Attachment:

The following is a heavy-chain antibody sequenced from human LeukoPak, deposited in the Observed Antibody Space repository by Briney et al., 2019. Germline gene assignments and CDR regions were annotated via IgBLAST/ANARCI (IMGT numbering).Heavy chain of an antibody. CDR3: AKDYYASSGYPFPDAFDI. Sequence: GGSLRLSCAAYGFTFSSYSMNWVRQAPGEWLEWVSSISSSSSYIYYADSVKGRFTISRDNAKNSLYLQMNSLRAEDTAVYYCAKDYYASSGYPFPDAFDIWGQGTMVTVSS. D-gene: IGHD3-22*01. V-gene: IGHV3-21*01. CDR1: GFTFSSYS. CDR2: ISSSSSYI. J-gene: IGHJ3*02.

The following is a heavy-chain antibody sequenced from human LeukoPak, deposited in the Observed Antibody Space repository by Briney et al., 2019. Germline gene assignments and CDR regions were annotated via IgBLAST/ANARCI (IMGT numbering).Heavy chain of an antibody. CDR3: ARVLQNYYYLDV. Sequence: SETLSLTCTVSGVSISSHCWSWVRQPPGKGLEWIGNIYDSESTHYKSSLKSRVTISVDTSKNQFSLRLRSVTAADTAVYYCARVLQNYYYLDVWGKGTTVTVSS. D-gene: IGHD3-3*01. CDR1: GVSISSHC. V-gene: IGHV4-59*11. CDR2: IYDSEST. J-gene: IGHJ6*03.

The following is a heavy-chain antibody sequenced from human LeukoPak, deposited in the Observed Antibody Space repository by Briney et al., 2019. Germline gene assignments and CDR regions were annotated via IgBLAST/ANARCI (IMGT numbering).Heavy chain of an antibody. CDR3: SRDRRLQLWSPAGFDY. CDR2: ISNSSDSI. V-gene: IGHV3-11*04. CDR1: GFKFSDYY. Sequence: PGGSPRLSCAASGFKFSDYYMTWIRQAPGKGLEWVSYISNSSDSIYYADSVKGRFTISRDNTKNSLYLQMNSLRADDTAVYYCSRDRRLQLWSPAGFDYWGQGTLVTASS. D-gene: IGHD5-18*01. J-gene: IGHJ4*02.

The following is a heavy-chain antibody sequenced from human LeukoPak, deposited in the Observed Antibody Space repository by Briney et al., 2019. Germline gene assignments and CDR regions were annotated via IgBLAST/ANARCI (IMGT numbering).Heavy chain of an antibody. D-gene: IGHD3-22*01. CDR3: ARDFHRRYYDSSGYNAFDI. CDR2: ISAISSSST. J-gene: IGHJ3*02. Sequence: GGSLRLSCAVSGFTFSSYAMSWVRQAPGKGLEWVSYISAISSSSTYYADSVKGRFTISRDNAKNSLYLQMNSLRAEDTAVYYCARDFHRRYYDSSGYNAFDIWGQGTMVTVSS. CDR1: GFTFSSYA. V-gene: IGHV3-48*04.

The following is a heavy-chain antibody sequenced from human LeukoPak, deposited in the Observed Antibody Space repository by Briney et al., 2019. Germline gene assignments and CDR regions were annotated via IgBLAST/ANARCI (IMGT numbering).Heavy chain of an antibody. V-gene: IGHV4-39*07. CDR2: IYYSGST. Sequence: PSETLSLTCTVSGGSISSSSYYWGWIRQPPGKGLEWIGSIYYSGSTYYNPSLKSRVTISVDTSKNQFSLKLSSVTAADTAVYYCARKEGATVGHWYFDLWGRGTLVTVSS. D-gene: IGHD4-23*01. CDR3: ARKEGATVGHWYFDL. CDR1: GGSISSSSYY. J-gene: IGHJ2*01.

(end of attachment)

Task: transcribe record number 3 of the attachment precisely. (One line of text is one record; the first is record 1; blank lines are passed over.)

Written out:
The following is a heavy-chain antibody sequenced from human LeukoPak, deposited in the Observed Antibody Space repository by Briney et al., 2019. Germline gene assignments and CDR regions were annotated via IgBLAST/ANARCI (IMGT numbering).Heavy chain of an antibody. CDR3: SRDRRLQLWSPAGFDY. CDR2: ISNSSDSI. V-gene: IGHV3-11*04. CDR1: GFKFSDYY. Sequence: PGGSPRLSCAASGFKFSDYYMTWIRQAPGKGLEWVSYISNSSDSIYYADSVKGRFTISRDNTKNSLYLQMNSLRADDTAVYYCSRDRRLQLWSPAGFDYWGQGTLVTASS. D-gene: IGHD5-18*01. J-gene: IGHJ4*02.